Women in Men’s Sports – Should it be Allowed?

Over the past century, women have come along way in terms of equality. Ever since Women’s Suffrage (which, by the way, may be the worst name ever for women’s equality), in most aspects women have been put on a level playing field with their male counterparts. During the brunt of the 20th Century, women largely spent their time tending to the home. However, as a society we have since left those archaic times, and women currently comprise nearly 50% of the work force.

So, the next question that comes to mind is whether or not this equality issue should be taken to the next level, allowing women to participate in sports that are predominantly played by men. Here are my thoughts on the issue.

I generally feel as if I am a progressive thinker. In no way, shape or form do I believe that women are of a lesser life form than men. Women are just as intelligent, talented and capable as men, far surpassing men in some areas. However, when it comes to sports, it is a virtual certainty that men are bigger, faster and stronger than women. As a result, it is no secret that women find it rather difficult to compete with men. But, does that mean that women should be excluded from the male side of sports? Not necessarily. I feel that in sports like swimming, golf, track, and tennis, women should be allowed to compete with men if they feel up to the task. You may be wondering why women should be allowed to compete in some sports and not others. Here is why. The aforementioned sports are individual, non-contact sports. If there is no physical contact between the contestants, the outcome of the game depends less on physical prowess than on skill. Physicality still is a factor, but not nearly as much as in team or contact sports. When skill is the main determinant, I don’t see any reason why women should not be able to play with men.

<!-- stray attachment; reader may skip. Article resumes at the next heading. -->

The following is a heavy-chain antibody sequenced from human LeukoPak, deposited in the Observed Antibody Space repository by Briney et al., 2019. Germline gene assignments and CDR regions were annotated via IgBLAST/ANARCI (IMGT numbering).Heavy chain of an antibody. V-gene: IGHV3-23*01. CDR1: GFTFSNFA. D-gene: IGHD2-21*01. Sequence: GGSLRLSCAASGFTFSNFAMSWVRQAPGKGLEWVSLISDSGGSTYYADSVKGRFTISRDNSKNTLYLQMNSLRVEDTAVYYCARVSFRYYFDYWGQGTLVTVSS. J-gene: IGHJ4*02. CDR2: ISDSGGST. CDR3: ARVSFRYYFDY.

However, when it comes to contact sports like football, basketball, soccer and hockey, I personally don’t think that women should be allowed to compete. My reasoning is two fold. First, when women and men play together, men find themselves at a distinct disadvantage. Men have been raised to treat women with respect and kindness. This notion definitely shows up on the playing field. For example, when in college I participated in co-ed intramural sports. As I found myself playing against a female opponent, I felt bad taking the ball away from her. Furthermore, even if I did decide to take the ball, I did it in a very unnatural way, trying not to be too rough. I simply did not want to be that “jerk” who was too physical with a girl. Because of experiences similar to my own, I feel that women should not be allowed to play contact sports with men.

The second reason I am against women in male team or contact sports is as follows. I have heard countless horror stories of sexist treatment of women who play male sports. The one that comes to mind occurred in 1999. At the University of Colorado, a young women by the name of Katie Hinda played on the football team as a replacement placekicker. During her tenure at Colorado, she was subjected to sexual harassment on a daily basis, eventually claiming that she had been raped by a fellow teammate. Regarding whether or not women should be allowed to play sports with men, I thing this instance speaks for itself.

In summation, I want to reiterate my belief that women are equal to men. However, when it comes to contact sports, there are just too many issues and obstacles in the way. Not only are men at a psychological disadvantage because of our society’s consensus towards gentle treatment of women, but also, women can often times find themselves in very compromising, even dangerous situations. Therefore, women in men’s sports is not a good idea.